Environmental Justice is a civil rights analysis of environmental decision making. Environmental racism is the discrimination in the enforcement of laws, deliberate targeting of COC for toxic waste disposal and industrial facilities, and the permitting of polluted facilities in overburdened communities. Black communities are impacted by disproportionate and cumulative exposure to multiple contaminants in air, water and soil which puts African Americans at higher risk of chronic disease. Environmental racism and injustice saps the strength of communities and all society.
Peggy Shepard is co-founder and executive director of WE ACT for Environmental Justice which has a base building office in Northern Manhattan neighborhoods and a federal policy office in Washington DC. In 1988, she began a long history of movement building — organizing and engaging Northern Manhattan residents and environmental justice groups across the country in community-based planning and campaigns to address environmental protection and environmental health policy locally and nationally. She has successfully combined grassroots organizing, environmental advocacy, and environmental health community-based participatory research to become a national leader in advancing environmental policy and the perspective of environmental justice in urban communities . A graduate of Howard University, her work has received broad recognition: the Jane Jacobs Medal from the Rockefeller Foundation for Lifetime Achievement, the 10th Annual Heinz Award For the Environment, the Dean’s Distinguished Service Award from the Columbia Mailman School of Public Health, and Honorary Doctorates from Smith College and Lawrence University.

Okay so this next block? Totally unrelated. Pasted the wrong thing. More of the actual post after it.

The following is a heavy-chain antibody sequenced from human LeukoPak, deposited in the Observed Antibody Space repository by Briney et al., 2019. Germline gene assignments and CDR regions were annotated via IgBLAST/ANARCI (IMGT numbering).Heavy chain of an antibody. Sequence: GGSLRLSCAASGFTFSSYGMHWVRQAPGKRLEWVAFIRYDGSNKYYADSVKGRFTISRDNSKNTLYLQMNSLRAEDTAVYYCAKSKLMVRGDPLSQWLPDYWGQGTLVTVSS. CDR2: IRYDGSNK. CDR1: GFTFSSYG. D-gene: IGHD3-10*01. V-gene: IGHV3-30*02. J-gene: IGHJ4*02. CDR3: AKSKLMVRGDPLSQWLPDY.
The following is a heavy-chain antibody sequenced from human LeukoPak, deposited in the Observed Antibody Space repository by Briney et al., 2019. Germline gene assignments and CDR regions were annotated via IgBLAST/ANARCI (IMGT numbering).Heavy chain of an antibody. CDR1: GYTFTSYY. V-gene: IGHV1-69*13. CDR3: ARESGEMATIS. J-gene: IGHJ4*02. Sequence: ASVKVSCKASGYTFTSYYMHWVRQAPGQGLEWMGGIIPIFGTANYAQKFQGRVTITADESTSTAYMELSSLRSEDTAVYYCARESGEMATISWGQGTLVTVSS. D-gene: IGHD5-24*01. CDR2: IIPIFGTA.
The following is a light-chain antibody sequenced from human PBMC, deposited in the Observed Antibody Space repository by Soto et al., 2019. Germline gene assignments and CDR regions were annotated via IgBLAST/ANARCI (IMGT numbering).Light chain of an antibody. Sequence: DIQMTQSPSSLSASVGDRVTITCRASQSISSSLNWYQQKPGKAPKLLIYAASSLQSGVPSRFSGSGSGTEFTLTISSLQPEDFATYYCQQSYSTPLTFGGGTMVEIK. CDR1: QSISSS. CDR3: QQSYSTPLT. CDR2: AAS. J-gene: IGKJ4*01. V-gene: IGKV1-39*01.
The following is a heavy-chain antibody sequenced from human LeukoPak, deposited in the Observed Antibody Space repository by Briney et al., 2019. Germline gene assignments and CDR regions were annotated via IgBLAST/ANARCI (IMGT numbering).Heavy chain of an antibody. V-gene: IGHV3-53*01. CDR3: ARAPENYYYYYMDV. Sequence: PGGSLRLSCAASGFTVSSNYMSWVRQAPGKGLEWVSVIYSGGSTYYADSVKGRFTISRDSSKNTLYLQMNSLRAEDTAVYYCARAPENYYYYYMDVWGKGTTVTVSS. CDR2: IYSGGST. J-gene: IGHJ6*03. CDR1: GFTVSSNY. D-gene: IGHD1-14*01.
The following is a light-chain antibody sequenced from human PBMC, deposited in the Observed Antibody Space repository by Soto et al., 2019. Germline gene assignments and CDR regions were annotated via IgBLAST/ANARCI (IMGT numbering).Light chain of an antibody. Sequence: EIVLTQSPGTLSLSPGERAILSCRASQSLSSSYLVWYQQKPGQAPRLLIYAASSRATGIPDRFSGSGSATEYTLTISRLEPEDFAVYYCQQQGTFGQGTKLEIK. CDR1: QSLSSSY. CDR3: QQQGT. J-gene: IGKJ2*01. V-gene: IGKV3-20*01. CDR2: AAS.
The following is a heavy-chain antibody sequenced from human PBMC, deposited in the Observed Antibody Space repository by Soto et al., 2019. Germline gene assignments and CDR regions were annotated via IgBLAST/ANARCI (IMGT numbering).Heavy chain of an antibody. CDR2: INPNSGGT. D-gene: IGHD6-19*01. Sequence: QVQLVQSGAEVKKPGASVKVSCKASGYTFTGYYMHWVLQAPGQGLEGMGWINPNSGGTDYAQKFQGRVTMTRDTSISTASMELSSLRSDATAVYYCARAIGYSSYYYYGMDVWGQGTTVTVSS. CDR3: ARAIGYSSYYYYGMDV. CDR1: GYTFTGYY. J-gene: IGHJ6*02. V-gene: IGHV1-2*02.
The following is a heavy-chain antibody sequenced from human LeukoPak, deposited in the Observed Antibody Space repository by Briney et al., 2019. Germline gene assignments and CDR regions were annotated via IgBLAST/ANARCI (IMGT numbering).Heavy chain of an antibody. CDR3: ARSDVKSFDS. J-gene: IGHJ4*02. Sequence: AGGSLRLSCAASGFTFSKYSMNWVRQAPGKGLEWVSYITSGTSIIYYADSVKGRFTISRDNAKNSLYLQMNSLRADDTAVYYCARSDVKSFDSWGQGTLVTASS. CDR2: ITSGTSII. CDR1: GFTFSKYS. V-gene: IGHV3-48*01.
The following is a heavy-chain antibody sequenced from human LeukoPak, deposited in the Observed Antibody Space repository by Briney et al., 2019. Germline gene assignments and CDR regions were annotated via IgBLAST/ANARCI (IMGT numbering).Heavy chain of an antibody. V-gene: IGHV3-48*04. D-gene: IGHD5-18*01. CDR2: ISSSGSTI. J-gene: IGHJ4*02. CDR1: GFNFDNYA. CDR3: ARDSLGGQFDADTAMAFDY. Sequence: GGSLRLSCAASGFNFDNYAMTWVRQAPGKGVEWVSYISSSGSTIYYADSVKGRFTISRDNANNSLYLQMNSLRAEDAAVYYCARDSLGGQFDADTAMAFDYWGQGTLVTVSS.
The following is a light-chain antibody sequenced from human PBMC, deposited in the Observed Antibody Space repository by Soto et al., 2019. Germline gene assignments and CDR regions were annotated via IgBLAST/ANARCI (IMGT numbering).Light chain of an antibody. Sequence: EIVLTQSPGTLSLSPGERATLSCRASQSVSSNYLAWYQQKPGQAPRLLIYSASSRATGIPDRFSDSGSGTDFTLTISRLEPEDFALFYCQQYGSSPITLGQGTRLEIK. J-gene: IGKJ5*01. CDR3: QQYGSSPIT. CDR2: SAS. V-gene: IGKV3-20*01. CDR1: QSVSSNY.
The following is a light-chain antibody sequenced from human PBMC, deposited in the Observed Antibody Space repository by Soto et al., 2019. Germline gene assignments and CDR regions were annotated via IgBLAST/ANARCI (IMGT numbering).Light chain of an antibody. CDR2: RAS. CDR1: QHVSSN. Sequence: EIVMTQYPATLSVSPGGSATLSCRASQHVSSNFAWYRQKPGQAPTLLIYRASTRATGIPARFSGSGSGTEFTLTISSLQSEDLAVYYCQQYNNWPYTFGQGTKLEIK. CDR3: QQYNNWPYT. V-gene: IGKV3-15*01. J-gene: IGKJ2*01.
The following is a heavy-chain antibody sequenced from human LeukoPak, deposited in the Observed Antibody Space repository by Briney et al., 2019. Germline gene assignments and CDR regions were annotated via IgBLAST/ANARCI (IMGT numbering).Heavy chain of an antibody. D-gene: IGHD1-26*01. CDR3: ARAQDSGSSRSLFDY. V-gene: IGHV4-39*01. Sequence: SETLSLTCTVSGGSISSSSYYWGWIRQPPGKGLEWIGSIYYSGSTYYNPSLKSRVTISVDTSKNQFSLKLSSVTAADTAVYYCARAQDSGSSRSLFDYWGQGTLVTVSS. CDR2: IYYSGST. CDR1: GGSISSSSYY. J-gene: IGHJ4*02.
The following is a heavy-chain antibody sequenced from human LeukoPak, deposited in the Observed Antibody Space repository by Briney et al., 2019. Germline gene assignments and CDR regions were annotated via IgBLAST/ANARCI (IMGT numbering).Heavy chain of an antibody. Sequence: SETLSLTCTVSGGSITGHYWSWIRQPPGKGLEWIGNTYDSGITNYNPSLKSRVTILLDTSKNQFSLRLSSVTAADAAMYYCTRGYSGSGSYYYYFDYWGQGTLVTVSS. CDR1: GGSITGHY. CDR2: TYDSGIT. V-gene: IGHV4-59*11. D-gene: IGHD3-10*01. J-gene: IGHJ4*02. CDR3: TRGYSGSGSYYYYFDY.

Sunday Platform is our most important and long-standing community event. These gatherings educate, stimulate personal growth, inspire reflection and action, and strengthen our community. Sunday meetings usually begin with music, followed by greetings and a talk given by a Society Leader, member, or guest. Platforms cover a variety of topics that reflect current events, pressing social issues, and Ethical Culture philosophy. A collection basket is passed and money is shared between the Society and a charity selected for that day. While contributions are always appreciated, Sunday meetings are free and open to the public. Each Sunday meeting is followed by a luncheon and social hour.
To view previous Sunday Platform addresses and interviews, visit the Ethical NYC YouTube channel.